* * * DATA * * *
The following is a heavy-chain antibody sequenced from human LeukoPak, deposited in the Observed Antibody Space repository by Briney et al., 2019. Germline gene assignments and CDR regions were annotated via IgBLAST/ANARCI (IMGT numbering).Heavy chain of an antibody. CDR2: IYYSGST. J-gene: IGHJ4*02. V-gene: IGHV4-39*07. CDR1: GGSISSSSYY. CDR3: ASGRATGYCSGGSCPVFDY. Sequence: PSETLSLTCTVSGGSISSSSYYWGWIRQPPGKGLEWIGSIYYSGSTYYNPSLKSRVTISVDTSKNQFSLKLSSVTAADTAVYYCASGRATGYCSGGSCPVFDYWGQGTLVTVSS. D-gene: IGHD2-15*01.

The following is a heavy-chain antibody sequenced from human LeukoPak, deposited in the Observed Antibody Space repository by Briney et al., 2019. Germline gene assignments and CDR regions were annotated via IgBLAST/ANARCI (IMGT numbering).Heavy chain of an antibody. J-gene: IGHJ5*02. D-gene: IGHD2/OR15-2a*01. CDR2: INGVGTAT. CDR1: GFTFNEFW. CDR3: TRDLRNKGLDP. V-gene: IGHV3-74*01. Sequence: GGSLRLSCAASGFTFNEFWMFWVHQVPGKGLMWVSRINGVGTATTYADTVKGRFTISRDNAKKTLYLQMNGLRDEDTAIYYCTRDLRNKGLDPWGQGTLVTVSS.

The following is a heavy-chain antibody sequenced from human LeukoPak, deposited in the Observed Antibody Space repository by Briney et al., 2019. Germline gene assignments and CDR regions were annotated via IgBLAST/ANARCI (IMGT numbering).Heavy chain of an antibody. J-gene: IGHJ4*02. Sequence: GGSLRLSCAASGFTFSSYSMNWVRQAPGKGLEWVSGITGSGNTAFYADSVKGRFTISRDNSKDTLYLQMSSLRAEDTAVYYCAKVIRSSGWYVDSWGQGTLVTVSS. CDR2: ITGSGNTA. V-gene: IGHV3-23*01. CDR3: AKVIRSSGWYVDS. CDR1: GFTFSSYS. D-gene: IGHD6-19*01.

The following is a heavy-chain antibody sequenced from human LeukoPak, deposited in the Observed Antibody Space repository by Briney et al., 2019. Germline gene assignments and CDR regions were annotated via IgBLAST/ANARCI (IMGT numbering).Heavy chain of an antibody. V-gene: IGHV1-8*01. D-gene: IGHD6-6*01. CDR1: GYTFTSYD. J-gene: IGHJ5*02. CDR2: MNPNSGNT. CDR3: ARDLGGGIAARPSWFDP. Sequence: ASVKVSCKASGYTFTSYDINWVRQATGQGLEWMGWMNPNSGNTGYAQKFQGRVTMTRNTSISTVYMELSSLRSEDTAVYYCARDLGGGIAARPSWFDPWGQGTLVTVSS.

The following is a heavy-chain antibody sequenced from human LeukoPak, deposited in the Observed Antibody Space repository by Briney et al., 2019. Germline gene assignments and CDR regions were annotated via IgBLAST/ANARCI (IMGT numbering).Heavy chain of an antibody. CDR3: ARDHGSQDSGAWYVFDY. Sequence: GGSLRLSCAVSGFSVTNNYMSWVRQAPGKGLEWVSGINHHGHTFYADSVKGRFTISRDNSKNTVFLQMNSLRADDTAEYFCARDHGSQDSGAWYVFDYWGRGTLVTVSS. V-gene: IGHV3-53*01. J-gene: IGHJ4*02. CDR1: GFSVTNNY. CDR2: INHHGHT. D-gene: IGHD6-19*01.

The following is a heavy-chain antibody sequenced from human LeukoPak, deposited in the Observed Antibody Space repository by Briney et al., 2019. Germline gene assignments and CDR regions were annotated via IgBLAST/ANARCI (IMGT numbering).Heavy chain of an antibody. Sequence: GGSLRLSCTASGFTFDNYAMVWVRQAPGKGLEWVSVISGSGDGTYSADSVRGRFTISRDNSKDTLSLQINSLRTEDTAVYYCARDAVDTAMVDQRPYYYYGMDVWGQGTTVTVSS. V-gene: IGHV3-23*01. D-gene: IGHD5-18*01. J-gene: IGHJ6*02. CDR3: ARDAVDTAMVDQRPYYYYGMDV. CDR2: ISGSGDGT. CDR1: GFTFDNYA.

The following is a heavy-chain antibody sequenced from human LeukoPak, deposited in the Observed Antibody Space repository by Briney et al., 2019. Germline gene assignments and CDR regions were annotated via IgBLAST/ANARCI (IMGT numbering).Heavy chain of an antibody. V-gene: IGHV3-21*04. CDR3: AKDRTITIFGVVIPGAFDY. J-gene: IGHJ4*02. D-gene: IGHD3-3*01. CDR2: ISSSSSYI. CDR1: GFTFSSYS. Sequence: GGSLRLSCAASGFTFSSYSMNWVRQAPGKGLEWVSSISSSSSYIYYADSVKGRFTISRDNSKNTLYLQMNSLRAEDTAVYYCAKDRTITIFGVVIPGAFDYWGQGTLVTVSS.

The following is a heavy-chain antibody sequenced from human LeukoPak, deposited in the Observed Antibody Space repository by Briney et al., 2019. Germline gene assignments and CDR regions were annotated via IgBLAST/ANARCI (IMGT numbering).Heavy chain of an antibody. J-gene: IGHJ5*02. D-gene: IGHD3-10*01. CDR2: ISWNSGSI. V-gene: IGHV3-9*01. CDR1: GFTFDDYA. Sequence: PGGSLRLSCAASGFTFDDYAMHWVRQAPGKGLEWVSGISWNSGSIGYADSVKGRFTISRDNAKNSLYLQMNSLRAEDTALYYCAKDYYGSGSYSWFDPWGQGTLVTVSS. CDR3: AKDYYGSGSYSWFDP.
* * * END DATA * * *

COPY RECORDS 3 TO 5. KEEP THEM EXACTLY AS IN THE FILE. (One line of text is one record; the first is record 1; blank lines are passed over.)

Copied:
The following is a heavy-chain antibody sequenced from human LeukoPak, deposited in the Observed Antibody Space repository by Briney et al., 2019. Germline gene assignments and CDR regions were annotated via IgBLAST/ANARCI (IMGT numbering).Heavy chain of an antibody. J-gene: IGHJ4*02. Sequence: GGSLRLSCAASGFTFSSYSMNWVRQAPGKGLEWVSGITGSGNTAFYADSVKGRFTISRDNSKDTLYLQMSSLRAEDTAVYYCAKVIRSSGWYVDSWGQGTLVTVSS. CDR2: ITGSGNTA. V-gene: IGHV3-23*01. CDR3: AKVIRSSGWYVDS. CDR1: GFTFSSYS. D-gene: IGHD6-19*01.

The following is a heavy-chain antibody sequenced from human LeukoPak, deposited in the Observed Antibody Space repository by Briney et al., 2019. Germline gene assignments and CDR regions were annotated via IgBLAST/ANARCI (IMGT numbering).Heavy chain of an antibody. V-gene: IGHV1-8*01. D-gene: IGHD6-6*01. CDR1: GYTFTSYD. J-gene: IGHJ5*02. CDR2: MNPNSGNT. CDR3: ARDLGGGIAARPSWFDP. Sequence: ASVKVSCKASGYTFTSYDINWVRQATGQGLEWMGWMNPNSGNTGYAQKFQGRVTMTRNTSISTVYMELSSLRSEDTAVYYCARDLGGGIAARPSWFDPWGQGTLVTVSS.

The following is a heavy-chain antibody sequenced from human LeukoPak, deposited in the Observed Antibody Space repository by Briney et al., 2019. Germline gene assignments and CDR regions were annotated via IgBLAST/ANARCI (IMGT numbering).Heavy chain of an antibody. CDR3: ARDHGSQDSGAWYVFDY. Sequence: GGSLRLSCAVSGFSVTNNYMSWVRQAPGKGLEWVSGINHHGHTFYADSVKGRFTISRDNSKNTVFLQMNSLRADDTAEYFCARDHGSQDSGAWYVFDYWGRGTLVTVSS. V-gene: IGHV3-53*01. J-gene: IGHJ4*02. CDR1: GFSVTNNY. CDR2: INHHGHT. D-gene: IGHD6-19*01.